Much in the same way that Nile are heavily influenced by ancient Egypt and incorporate musical influences from this into their sound and style, Ade do the same thing only their focus rests on ancient Rome.
These ancient influences come across in the music in a variety of ways, whether that’s incorporated into melodies and lyrics, (some of which are in Latin); layered in added orchestration and instruments; or even in some choirs and female vocals. These authentic Roman folk influences merge seamlessly with the death metal delivery to produce an album that manages to quite successfully differentiate itself from the bulk of the death metal masses out there.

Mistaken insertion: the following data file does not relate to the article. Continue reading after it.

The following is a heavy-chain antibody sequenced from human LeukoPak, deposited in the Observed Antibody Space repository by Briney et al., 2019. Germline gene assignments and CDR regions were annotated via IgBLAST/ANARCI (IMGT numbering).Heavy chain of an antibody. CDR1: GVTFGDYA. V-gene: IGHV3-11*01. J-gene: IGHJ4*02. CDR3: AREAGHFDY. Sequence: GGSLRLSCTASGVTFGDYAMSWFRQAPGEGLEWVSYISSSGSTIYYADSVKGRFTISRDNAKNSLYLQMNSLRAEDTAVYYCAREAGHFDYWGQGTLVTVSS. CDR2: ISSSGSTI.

Okay, fair enough – so the band are doing things a bit differently, with their own spin on the genre – but is it any good? Well, the short answer is yes. I suppose the long answer is also yes, actually, as Carthago Delenda Est is an impressively realised album.
This is blistering and furious death metal that combines Roman folk, grand symphonics, harsh brutality and impressive technicality. The songs revolve around mixtures of these various influences, resulting in a far more compelling, complex and engaging listen than your average death metal band is capable of.
Ade have managed to impress with their furious delivery around a novel theme. The band have managed to corner a death metal niche for themselves like Nile did all those years ago, and, crucially, they’re very good at what they do too.
If you’re a death metal fan then you must listen to Ade. Do it now.